Proteins are large, complex molecules essential in sustaining life. Nearly every function our body performs—contracting muscles, sensing light, or turning food into energy—can be traced back to one or more proteins and how they move and change. The recipes for those proteins—called genes—are encoded in our DNA.
What any given protein can do depends on its unique 3D structure. For example, antibody proteins that make up our immune systems are ‘Y-shaped’, and are akin to unique hooks. By latching on to viruses and bacteria, antibody proteins are able to detect and tag disease-causing microorganisms for extermination. Similarly, collagen proteins are shaped like cords, which transmit tension between cartilage, ligaments, bones, and skin.
Other types of proteins include CRISPR and Cas9, which act like scissors and cut and paste DNA; antifreeze proteins, whose 3D structure allows them to bind to ice crystals and prevent organisms from freezing; and ribosomes that act like a programmed assembly line, which help build proteins themselves.
But figuring out the 3D shape of a protein purely from its genetic sequence is a complex task that scientists have found challenging for decades. The challenge is that DNA only contains information about the sequence of a protein’s building blocks called amino acid residues, which form long chains. Predicting how those chains will fold into the intricate 3D structure of a protein is what’s known as the “protein folding problem”.
The bigger the protein, the more complicated and difficult it is to model because there are more interactions between amino acids to take into account. As noted in Levinthal’s paradox, it would take longer than the age of the universe to enumerate all the possible configurations of a typical protein before reaching the right 3D structure.
The ability to predict a protein’s shape is useful to scientists because it is fundamental to understanding its role within the body, as well as diagnosing and treating diseases believed to be caused by misfolded proteins, such as Alzheimer’s, Parkinson’s, Huntington’s and cystic fibrosis.
An understanding of protein folding will also assist in protein design, which could unlock a tremendous number of benefits. For example, advances in biodegradable enzymes—which can be enabled by protein design—could help manage pollutants like plastic and oil, helping us break down waste in ways that are more friendly to our environment. In fact, researchers have already begun engineering bacteria to secrete proteins that will make waste biodegradable, and easier to process.
Over the past five decades, scientists have been able to determine shapes of proteins in labs using experimental techniques like cryo-electron microscopy, nuclear magnetic resonance or X-ray crystallography, but each method depends on a lot of trial and error, which can take years and cost tens of thousands of dollars per structure. This is why biologists are turning to AI methods as an alternative to this long and laborious process for difficult proteins.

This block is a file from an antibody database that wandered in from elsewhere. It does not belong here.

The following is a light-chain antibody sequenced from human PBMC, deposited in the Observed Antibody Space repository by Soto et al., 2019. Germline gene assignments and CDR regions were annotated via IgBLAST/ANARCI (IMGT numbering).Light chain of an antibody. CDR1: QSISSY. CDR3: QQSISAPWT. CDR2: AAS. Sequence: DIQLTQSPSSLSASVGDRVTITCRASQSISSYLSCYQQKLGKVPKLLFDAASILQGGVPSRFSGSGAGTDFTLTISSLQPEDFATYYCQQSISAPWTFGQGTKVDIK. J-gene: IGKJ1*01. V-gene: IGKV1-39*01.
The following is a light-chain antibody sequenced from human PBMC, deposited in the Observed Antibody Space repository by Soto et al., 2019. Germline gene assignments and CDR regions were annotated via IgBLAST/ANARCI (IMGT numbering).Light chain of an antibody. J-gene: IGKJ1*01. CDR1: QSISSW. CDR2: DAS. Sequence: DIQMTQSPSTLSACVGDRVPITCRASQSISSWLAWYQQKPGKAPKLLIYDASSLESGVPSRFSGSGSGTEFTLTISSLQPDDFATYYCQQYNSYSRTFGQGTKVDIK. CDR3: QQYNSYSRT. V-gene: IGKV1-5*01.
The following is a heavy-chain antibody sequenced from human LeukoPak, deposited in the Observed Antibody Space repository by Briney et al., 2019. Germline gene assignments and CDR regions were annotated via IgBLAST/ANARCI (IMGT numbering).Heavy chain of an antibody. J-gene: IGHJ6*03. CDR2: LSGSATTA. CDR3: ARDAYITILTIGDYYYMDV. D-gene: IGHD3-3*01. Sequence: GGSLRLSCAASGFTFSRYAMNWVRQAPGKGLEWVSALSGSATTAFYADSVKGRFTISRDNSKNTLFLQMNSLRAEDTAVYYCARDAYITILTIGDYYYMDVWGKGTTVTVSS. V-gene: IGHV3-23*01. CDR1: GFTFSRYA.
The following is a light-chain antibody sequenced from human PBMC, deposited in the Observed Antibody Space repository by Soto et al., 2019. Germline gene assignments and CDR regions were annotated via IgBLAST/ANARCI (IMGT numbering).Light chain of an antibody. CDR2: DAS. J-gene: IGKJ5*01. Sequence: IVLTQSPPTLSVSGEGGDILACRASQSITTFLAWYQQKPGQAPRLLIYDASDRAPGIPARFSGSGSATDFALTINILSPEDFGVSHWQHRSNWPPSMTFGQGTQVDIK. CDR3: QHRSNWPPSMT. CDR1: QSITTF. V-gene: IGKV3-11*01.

Critical Assessment of protein Structure Prediction, or CASP, is a community-wide, worldwide experiment for protein structure prediction taking place every two years since 1994. CASP provides research groups with an opportunity to objectively test their structure prediction methods and delivers an independent assessment of the state of the art in protein structure modeling to the research community and software users.
Even though the primary goal of CASP is to help advance the methods of identifying protein three-dimensional structure from its amino acid sequence, many view the experiment more as a “world championship” in this field of science. More than 100 research groups from all over the world participate in CASP on a regular basis and it is not uncommon for entire groups to suspend their other research for months while they focus on getting their servers ready for the experiment and on performing the detailed predictions.
In the most recent CASP experiment, 98 entries were accepted for 43 protein structures. The entry ranked second correctly solved three of the 43 protein structures, for a success rate of 7%.
The entry ranked first, that of Google DeepMind's algorithm AlphaFold, correctly solved 25 of the 43 protein structures, or 58.1%. Here is a non-technical press article on the feat, and here is DeepMind's blog post on it.
This question asks: Before 2031, will any entry to CASP correctly solve at least 90% of available protein structures?
This resolves positive if any entry to CASP achieves at least a score of 90 mean GDT-TS. GDT-TS is a global distance test measure of prediction accuracy ranging from 0 to 100, with 100 being perfect. If the CASP stops being run before this is achieved or before 2031, the question resolves as ambiguous.
(Edited 2020-12-01 to add ambiguous resolution if CASP stops being run.)